May 30, 2021 Article blog
Computer science (computer science, sometimes abbreviated as CS) is the theoretical basis for systematic research on information and computation and how they are implemented and applied in computer systems. I t is often described as a systematic study of the algorithmic processing that creates, describes, and transforms information. C omputer science contains many branches; S ome emphasize the calculation of specific results, such as computer graphics; S ome are to explore the nature of computational problems, such as computational complexity theory; There are also areas focused on how to implement computing, such as programming language theory is the study of the method of describing computing, while programming is the application of specific programming languages to solve specific computing problems, human-computer interaction is focused on how to make computers and computing become useful, useful, and anytime, anywhere for human use.
The theoretical part of computer science existed before the first digital computer appeared. C omputer science is rooted in electronic engineering, mathematics and linguistics, and is the crystallization of science, engineering and art. It emerged as an independent discipline in the last three decades of the 20th century and developed its own methods and terminology.
So who are the big guys in computer science? Take stock with the programming lion
Ali Aidar is a computer scientist and Internet entrepreneur. H e is ceo of Sporcle. H e is best known as an early employee of Napster and a key technology contributor. Aydar bought Fanning's first book on programming for C, the language he used to build Napster file-sharing software two years later.
Alan Turing (June 23, 1912-June 7, 1954) was an English mathematician and computer scientist who formalized the concepts of algorithms and computing. T uring is widely regarded as the father of theoretical computer science and artificial intelligence. He invented the famous Turing machine in 1936, which is considered a model of a universal computer.
Anita Borg (January 17, 1949-April 6, 2003) is an American computer scientist. S he founded the Institute of Women and Technology (now the Anita Borg Institute for Women and Technology). During her time at Digital Equipment, she developed a method and patented a method for generating complete address tracking information that can be used to analyze and design high-speed storage systems.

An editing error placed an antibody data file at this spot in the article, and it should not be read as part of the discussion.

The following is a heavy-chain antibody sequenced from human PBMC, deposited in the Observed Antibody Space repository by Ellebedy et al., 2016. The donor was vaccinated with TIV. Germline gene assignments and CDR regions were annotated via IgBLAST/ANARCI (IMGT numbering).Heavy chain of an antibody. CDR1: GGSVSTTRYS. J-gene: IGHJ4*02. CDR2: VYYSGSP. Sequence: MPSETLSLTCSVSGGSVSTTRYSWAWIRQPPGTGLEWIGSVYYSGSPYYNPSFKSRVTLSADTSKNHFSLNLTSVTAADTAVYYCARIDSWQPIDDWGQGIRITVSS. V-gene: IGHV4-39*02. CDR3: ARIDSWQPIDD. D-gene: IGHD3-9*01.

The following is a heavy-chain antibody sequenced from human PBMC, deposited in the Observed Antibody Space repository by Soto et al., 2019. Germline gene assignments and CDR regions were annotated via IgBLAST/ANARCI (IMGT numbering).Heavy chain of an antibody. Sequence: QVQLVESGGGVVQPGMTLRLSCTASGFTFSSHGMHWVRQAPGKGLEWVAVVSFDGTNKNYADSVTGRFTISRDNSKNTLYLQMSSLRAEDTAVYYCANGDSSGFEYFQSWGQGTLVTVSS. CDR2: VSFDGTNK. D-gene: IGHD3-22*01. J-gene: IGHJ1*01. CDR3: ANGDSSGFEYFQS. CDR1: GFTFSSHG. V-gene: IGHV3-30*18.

Alfred Ahok (born August 9, 1941) is a Canadian computer scientist known for his work in programming languages, compilers and related algorithms, as well as textbooks on the art and science of computer programming. Ahok holds a bachelor's degree in engineering physics from the University of Toronto.
Benya Strustrup (born December 30, 1950) was a Danish computer scientist best known for creating and developing the widely used language of programming for C. He is a distinguished professor of research and head of the Computer Science Department of the Faculty of Engineering.
Bill Gates (born October 28, 1955) was an American business tycoon, philanthropist, investor, computer programmer and inventor. Gates is a former chief executive and chairman of Microsoft, the world's largest personal computer software company, which he co-founded with Paul Allen.
Bruce Arden (born 1927 in Minneapolis, Minnesota) was an American computer scientist. He graduated from Purdue University with a Bachelor of Science (EE) degree in 1949 and began his computer career in 1950 with the wiring and programming of IBM Hybrid (Mechanical and Electronic) card programming computers/calculators at General Motors Allison.
Barry Bohm (born 1935) is a well-known professor of software engineering, computer science, industry and systems engineering in the United States, and a professor of software engineering at TRW. He is known for his many contributions to software engineering.
Bert Poss (born 10 November 1963 in The Hague, Netherlands) is a computer scientist. H e studied mathematics at the University of Groningen and wrote a Ph.D. thesis on rapid user interface development in the scripting language Gist. In 1996, he joined the World Wide Web Consortium (W3C) to study Cascading Style Sheets (CSS).
Brian Cantry (born 1973) is an American software engineer who worked for Sun Microsystems and later Oracle Corporation, which acquired Oracle. C antrill is on the TR35 list for its DTrace development, a feature of OS Solaris 10 that provides a non-intrusive means of real-time tracking and diagnostic software. He is currently joyent's Chief Technology Officer.
Charles Babbage F RS (26 December 1791 - 18 October 1871) is a british all-rounder. He was a mathematician, philosopher, inventor and mechanical engineer known for proposing the concept of programmable computers.